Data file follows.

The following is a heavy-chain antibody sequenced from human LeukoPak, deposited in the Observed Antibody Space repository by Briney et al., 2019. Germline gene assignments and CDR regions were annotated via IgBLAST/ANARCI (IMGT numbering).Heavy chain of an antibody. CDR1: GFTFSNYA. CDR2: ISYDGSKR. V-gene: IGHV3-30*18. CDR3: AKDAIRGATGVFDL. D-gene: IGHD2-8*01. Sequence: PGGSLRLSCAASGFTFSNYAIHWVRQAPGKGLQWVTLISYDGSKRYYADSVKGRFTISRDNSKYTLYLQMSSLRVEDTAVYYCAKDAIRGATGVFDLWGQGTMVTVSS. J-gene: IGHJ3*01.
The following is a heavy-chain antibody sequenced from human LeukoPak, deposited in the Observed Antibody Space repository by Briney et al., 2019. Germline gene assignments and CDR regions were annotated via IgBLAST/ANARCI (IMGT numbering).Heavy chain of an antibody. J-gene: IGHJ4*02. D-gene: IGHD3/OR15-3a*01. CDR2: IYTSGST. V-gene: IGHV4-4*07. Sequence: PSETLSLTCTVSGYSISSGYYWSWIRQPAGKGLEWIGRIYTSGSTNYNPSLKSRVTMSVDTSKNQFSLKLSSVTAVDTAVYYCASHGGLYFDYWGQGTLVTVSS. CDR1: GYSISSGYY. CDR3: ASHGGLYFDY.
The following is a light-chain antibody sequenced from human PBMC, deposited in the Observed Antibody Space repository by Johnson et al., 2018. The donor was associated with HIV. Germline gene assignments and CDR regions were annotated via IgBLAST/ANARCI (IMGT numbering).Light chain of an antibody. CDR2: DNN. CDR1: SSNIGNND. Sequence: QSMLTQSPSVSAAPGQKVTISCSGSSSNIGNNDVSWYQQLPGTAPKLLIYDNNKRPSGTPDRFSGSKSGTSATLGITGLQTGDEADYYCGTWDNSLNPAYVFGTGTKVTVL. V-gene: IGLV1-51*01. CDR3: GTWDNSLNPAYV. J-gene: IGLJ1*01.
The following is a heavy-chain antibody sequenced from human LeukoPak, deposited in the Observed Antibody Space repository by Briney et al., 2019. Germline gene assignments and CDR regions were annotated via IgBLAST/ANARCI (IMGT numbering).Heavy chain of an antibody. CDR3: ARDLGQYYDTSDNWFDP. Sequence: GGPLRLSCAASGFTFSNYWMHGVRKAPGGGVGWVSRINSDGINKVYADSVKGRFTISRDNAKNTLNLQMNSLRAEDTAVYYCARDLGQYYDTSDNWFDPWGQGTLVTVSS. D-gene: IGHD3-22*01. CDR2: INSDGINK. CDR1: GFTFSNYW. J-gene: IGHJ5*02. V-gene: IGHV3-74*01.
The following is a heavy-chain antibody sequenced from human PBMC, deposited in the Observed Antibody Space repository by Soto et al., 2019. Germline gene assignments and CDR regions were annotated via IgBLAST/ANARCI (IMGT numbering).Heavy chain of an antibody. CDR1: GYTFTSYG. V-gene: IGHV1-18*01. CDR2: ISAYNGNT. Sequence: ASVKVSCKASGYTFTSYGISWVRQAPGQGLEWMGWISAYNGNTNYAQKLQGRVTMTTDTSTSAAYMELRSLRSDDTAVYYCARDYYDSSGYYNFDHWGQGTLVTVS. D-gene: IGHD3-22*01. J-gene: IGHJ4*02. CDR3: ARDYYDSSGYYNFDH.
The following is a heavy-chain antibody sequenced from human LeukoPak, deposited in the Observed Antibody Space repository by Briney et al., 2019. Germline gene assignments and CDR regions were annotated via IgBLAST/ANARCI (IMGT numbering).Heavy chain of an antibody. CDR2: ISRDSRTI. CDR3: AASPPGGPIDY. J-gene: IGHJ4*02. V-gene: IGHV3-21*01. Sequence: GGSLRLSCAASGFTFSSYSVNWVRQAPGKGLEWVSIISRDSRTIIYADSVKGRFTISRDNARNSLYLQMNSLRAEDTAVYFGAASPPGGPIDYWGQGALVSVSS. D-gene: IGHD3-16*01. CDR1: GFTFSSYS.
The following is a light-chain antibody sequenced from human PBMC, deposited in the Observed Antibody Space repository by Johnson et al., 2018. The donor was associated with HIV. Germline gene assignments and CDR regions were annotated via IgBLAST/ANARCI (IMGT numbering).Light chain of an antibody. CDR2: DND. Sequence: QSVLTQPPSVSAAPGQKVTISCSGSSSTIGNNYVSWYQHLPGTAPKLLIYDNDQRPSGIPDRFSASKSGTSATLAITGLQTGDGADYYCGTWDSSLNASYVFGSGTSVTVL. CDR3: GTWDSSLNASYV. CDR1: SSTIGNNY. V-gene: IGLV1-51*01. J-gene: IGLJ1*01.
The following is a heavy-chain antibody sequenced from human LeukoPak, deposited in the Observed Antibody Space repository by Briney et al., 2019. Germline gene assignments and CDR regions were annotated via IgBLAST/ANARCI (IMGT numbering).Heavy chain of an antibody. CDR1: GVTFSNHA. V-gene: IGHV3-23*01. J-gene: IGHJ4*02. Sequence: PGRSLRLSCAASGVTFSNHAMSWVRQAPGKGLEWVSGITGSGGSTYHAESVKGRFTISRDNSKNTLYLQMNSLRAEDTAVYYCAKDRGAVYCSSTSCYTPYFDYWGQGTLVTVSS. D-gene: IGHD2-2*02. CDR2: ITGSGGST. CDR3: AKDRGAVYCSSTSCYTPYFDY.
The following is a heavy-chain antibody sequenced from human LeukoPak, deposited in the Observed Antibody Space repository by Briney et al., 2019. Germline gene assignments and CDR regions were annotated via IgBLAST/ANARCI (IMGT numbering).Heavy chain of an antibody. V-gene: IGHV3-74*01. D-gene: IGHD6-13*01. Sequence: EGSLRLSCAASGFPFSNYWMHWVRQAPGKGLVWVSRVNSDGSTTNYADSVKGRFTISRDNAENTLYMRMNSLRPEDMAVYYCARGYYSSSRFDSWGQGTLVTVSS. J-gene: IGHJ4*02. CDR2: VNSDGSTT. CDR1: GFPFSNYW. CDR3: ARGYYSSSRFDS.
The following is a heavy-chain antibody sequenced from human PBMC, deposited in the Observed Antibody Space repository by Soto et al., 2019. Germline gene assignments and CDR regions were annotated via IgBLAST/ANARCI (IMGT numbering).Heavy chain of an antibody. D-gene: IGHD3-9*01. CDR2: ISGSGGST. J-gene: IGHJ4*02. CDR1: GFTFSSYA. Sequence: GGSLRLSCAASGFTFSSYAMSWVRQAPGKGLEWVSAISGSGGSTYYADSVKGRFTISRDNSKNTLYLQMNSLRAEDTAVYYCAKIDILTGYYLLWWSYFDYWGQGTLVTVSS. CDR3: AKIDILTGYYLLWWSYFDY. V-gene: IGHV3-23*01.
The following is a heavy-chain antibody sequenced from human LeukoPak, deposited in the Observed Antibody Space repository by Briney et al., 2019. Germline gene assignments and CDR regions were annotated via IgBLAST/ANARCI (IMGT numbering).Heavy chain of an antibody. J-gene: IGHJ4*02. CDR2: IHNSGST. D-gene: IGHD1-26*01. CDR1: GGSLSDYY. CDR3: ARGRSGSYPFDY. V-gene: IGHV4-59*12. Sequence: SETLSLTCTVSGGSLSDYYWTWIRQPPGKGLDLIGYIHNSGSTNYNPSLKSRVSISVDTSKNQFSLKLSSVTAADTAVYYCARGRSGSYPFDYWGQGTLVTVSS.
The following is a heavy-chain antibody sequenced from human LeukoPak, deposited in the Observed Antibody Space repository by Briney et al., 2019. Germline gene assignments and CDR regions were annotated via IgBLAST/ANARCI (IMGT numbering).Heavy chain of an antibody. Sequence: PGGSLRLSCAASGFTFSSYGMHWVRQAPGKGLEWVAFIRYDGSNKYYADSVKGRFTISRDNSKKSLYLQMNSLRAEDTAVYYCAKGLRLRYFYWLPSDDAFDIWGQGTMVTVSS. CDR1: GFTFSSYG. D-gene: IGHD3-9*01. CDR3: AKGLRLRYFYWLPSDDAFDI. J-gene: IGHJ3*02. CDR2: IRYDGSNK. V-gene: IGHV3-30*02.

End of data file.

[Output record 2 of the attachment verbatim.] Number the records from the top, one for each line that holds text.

The following is a heavy-chain antibody sequenced from human LeukoPak, deposited in the Observed Antibody Space repository by Briney et al., 2019. Germline gene assignments and CDR regions were annotated via IgBLAST/ANARCI (IMGT numbering).Heavy chain of an antibody. J-gene: IGHJ4*02. D-gene: IGHD3/OR15-3a*01. CDR2: IYTSGST. V-gene: IGHV4-4*07. Sequence: PSETLSLTCTVSGYSISSGYYWSWIRQPAGKGLEWIGRIYTSGSTNYNPSLKSRVTMSVDTSKNQFSLKLSSVTAVDTAVYYCASHGGLYFDYWGQGTLVTVSS. CDR1: GYSISSGYY. CDR3: ASHGGLYFDY.